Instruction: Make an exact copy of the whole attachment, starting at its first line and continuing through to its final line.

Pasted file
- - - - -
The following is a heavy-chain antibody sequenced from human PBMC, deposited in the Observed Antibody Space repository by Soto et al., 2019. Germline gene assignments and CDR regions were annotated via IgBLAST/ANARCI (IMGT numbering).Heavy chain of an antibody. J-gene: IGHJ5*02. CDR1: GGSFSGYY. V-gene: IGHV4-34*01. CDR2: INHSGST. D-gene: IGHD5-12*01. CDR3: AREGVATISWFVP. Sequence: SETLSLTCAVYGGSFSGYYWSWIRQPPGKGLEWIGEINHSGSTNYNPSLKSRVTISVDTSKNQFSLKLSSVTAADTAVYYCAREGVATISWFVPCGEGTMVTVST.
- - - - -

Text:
The following is a heavy-chain antibody sequenced from human PBMC, deposited in the Observed Antibody Space repository by Soto et al., 2019. Germline gene assignments and CDR regions were annotated via IgBLAST/ANARCI (IMGT numbering).Heavy chain of an antibody. J-gene: IGHJ5*02. CDR1: GGSFSGYY. V-gene: IGHV4-34*01. CDR2: INHSGST. D-gene: IGHD5-12*01. CDR3: AREGVATISWFVP. Sequence: SETLSLTCAVYGGSFSGYYWSWIRQPPGKGLEWIGEINHSGSTNYNPSLKSRVTISVDTSKNQFSLKLSSVTAADTAVYYCAREGVATISWFVPCGEGTMVTVST.